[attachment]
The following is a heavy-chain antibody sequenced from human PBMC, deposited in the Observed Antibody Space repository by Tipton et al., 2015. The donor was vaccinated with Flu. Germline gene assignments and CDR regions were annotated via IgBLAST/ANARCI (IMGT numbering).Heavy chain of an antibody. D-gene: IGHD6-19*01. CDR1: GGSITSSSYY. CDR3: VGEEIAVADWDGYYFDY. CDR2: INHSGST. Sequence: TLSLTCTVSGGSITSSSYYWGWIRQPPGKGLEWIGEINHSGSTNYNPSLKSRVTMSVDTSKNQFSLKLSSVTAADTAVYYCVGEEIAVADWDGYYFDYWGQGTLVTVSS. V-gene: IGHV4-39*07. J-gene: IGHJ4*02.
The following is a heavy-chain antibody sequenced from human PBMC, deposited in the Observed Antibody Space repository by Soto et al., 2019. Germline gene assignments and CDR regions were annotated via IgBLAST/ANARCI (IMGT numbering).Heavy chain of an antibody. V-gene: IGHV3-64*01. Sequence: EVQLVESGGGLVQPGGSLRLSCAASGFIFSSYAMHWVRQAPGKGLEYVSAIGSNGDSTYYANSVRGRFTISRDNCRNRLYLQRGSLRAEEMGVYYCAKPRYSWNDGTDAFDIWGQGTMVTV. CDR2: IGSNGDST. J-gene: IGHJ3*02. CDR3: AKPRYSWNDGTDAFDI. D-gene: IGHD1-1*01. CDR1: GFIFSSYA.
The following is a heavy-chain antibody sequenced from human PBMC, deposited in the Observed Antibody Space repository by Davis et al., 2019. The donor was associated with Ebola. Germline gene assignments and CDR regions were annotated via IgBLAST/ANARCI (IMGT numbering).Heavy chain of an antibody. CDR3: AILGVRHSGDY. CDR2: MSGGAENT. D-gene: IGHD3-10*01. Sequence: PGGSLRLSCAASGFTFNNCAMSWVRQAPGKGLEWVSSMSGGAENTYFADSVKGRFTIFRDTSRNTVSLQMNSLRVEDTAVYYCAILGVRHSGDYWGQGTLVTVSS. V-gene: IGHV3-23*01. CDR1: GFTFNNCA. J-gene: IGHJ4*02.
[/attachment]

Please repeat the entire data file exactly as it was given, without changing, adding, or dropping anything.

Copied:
The following is a heavy-chain antibody sequenced from human PBMC, deposited in the Observed Antibody Space repository by Tipton et al., 2015. The donor was vaccinated with Flu. Germline gene assignments and CDR regions were annotated via IgBLAST/ANARCI (IMGT numbering).Heavy chain of an antibody. D-gene: IGHD6-19*01. CDR1: GGSITSSSYY. CDR3: VGEEIAVADWDGYYFDY. CDR2: INHSGST. Sequence: TLSLTCTVSGGSITSSSYYWGWIRQPPGKGLEWIGEINHSGSTNYNPSLKSRVTMSVDTSKNQFSLKLSSVTAADTAVYYCVGEEIAVADWDGYYFDYWGQGTLVTVSS. V-gene: IGHV4-39*07. J-gene: IGHJ4*02.
The following is a heavy-chain antibody sequenced from human PBMC, deposited in the Observed Antibody Space repository by Soto et al., 2019. Germline gene assignments and CDR regions were annotated via IgBLAST/ANARCI (IMGT numbering).Heavy chain of an antibody. V-gene: IGHV3-64*01. Sequence: EVQLVESGGGLVQPGGSLRLSCAASGFIFSSYAMHWVRQAPGKGLEYVSAIGSNGDSTYYANSVRGRFTISRDNCRNRLYLQRGSLRAEEMGVYYCAKPRYSWNDGTDAFDIWGQGTMVTV. CDR2: IGSNGDST. J-gene: IGHJ3*02. CDR3: AKPRYSWNDGTDAFDI. D-gene: IGHD1-1*01. CDR1: GFIFSSYA.
The following is a heavy-chain antibody sequenced from human PBMC, deposited in the Observed Antibody Space repository by Davis et al., 2019. The donor was associated with Ebola. Germline gene assignments and CDR regions were annotated via IgBLAST/ANARCI (IMGT numbering).Heavy chain of an antibody. CDR3: AILGVRHSGDY. CDR2: MSGGAENT. D-gene: IGHD3-10*01. Sequence: PGGSLRLSCAASGFTFNNCAMSWVRQAPGKGLEWVSSMSGGAENTYFADSVKGRFTIFRDTSRNTVSLQMNSLRVEDTAVYYCAILGVRHSGDYWGQGTLVTVSS. V-gene: IGHV3-23*01. CDR1: GFTFNNCA. J-gene: IGHJ4*02.